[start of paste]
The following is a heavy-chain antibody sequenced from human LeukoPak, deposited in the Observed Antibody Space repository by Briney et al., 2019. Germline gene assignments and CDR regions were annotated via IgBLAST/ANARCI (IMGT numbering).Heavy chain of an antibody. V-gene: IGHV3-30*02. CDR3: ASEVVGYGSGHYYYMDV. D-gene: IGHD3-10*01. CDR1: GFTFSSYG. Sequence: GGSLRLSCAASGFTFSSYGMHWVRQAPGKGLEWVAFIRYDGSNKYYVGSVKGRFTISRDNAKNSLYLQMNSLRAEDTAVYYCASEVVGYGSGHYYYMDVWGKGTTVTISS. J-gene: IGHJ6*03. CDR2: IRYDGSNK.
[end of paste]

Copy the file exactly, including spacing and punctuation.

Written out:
The following is a heavy-chain antibody sequenced from human LeukoPak, deposited in the Observed Antibody Space repository by Briney et al., 2019. Germline gene assignments and CDR regions were annotated via IgBLAST/ANARCI (IMGT numbering).Heavy chain of an antibody. V-gene: IGHV3-30*02. CDR3: ASEVVGYGSGHYYYMDV. D-gene: IGHD3-10*01. CDR1: GFTFSSYG. Sequence: GGSLRLSCAASGFTFSSYGMHWVRQAPGKGLEWVAFIRYDGSNKYYVGSVKGRFTISRDNAKNSLYLQMNSLRAEDTAVYYCASEVVGYGSGHYYYMDVWGKGTTVTISS. J-gene: IGHJ6*03. CDR2: IRYDGSNK.